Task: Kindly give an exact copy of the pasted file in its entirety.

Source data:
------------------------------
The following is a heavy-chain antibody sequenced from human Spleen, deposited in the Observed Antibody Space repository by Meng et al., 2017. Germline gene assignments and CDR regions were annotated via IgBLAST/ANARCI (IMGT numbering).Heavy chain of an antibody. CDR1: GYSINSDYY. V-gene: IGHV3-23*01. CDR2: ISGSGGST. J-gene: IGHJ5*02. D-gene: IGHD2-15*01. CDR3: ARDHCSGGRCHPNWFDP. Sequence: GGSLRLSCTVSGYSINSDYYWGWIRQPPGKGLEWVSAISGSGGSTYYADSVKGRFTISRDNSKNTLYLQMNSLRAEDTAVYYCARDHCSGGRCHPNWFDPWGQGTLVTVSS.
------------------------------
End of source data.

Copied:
The following is a heavy-chain antibody sequenced from human Spleen, deposited in the Observed Antibody Space repository by Meng et al., 2017. Germline gene assignments and CDR regions were annotated via IgBLAST/ANARCI (IMGT numbering).Heavy chain of an antibody. CDR1: GYSINSDYY. V-gene: IGHV3-23*01. CDR2: ISGSGGST. J-gene: IGHJ5*02. D-gene: IGHD2-15*01. CDR3: ARDHCSGGRCHPNWFDP. Sequence: GGSLRLSCTVSGYSINSDYYWGWIRQPPGKGLEWVSAISGSGGSTYYADSVKGRFTISRDNSKNTLYLQMNSLRAEDTAVYYCARDHCSGGRCHPNWFDPWGQGTLVTVSS.